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Thread: Electric dent pullers

  1. #1

    Question Electric dent pullers

    I got hit by a deer the other night. Pushed in a dish dent behind the cab at the front of the bed. It's a oil can dent. I'm on a fixed income, will a Harbor freight gun work do you think? I know you get what you pay for but price is an issue here. Any experience with these, any input would be appreciated. I tried heat and dry ice but there is a crease that runs the length of the box and the dent is real close to it.
    Thanks

  2. #2
    Join Date
    Nov 2006
    Location
    Stuart,Florida
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    never used one form HF ,do they sell the pin style dent pullers
    where it welds a metal pin to the sheetmetal and then the puller attaches.
    it should work good enough to do that.
    another choice would be to got to a bodyshop and ask them to pull the dent
    for you with a stud gun and finish the rest yourself.
    unless you have use for a dent puller,but if not why spend money on something you may not use again or often for that matter.
    I'm sure they wouldn't charg much to just pull the dent out.
    -Jeff
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  3. #3
    Join Date
    Nov 2005
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    Quote Originally Posted by Hexhead
    I got hit by a deer the other night. Pushed in a dish dent behind the cab at the front of the bed. It's a oil can dent. I'm on a fixed income, will a Harbor freight gun work do you think? I know you get what you pay for but price is an issue here. Any experience with these, any input would be appreciated. I tried heat and dry ice but there is a crease that runs the length of the box and the dent is real close to it.
    Thanks

    I'm not familiar with the HF tool. I sell them here starting at $169.95 at this time. If you need to shrink you can also get a shrink tip for $9.95 to help control the oil canning. The more expensive kits come with a variety of attachments including a shrink tip. Great tool for pulling out dents. There's a picture that pops up every once-in-a-while at the top of this forum that is a close up of the pull pins that are being used to pull a dent.


  4. #4
    Join Date
    Dec 2006
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    I bought a harbor freight stud welder last winter. It's so piss poor that the name on the label is misspelled. The tip isn't designed very well so you have to be lined up almost perfect to get it to do its thing. The housing is low-quality plastic and mine came with cracks in it. Had I known I could have gotten one for less than $200, I would have skipped the HF gun.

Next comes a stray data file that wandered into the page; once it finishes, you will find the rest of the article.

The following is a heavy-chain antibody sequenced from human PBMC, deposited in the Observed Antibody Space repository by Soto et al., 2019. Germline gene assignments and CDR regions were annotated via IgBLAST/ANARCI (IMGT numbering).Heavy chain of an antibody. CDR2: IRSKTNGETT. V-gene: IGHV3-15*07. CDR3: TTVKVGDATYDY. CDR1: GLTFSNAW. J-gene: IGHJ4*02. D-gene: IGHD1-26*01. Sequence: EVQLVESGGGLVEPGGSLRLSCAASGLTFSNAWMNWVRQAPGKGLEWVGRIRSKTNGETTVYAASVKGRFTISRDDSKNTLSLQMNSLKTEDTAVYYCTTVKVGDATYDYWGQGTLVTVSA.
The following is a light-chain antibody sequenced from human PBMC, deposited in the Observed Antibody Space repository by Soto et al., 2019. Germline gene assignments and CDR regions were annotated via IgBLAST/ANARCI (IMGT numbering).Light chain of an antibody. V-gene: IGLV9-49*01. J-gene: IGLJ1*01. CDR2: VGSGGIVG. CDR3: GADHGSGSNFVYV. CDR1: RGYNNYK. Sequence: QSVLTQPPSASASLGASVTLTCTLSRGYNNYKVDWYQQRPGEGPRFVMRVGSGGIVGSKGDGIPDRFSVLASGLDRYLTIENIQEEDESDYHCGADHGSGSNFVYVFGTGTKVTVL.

5. #5
    Join Date
    Nov 2005
    Location
    lower Michigan
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    Hexhead, can you post a picture of the damage ? There may be more than one way to do that without a stud welder.

  6. #6
    88GT Guest

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    Quote Originally Posted by Phil V
    Hexhead, can you post a picture of the damage ? There may be more than one way to do that without a stud welder.
    Agreed. You might be able to dolly it out if you can reach the back side from underneath the bedside

  7. #7
    Join Date
    Nov 2005
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    If the dent is gentle enough you might even be able to use a bathroom plunger to pull it out. However, I've been in this business for a long time and I don't think I've ever had a dent that the suction cup could pull out really well.

  8. #8

    Default

    I've pulled the crap out of it with my suction cup, but because of the ridge that runs down the bed it won't stay, also there is a piece of metal (in back of dent) that keeps me from getting behind it

    (2001 Nissan reg cab pick up) dent goes from about a foot from the cab to the rear wheel cladding.

    Thanks for the tip on HF tool. what are your thoughts of drilling it and pulling. I just worried I can't get behind it to do any dolling if I get it out to much.

    What does the shrinking tip look like on a dent puller (electric)?

  9. #9
    Join Date
    Nov 2005
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    Yep, it takes a perfect type of dent for a suction cup to work.